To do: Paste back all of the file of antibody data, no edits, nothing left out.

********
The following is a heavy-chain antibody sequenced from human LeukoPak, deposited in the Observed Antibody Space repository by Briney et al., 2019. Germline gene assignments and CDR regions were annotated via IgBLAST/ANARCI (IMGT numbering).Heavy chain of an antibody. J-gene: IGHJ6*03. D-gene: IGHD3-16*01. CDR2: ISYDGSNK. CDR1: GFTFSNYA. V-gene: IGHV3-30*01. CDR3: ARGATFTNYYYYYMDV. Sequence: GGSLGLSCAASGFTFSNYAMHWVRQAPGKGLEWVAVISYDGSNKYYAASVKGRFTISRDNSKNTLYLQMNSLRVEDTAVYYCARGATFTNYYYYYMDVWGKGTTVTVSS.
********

The following is a heavy-chain antibody sequenced from human LeukoPak, deposited in the Observed Antibody Space repository by Briney et al., 2019. Germline gene assignments and CDR regions were annotated via IgBLAST/ANARCI (IMGT numbering).Heavy chain of an antibody. J-gene: IGHJ6*03. D-gene: IGHD3-16*01. CDR2: ISYDGSNK. CDR1: GFTFSNYA. V-gene: IGHV3-30*01. CDR3: ARGATFTNYYYYYMDV. Sequence: GGSLGLSCAASGFTFSNYAMHWVRQAPGKGLEWVAVISYDGSNKYYAASVKGRFTISRDNSKNTLYLQMNSLRVEDTAVYYCARGATFTNYYYYYMDVWGKGTTVTVSS.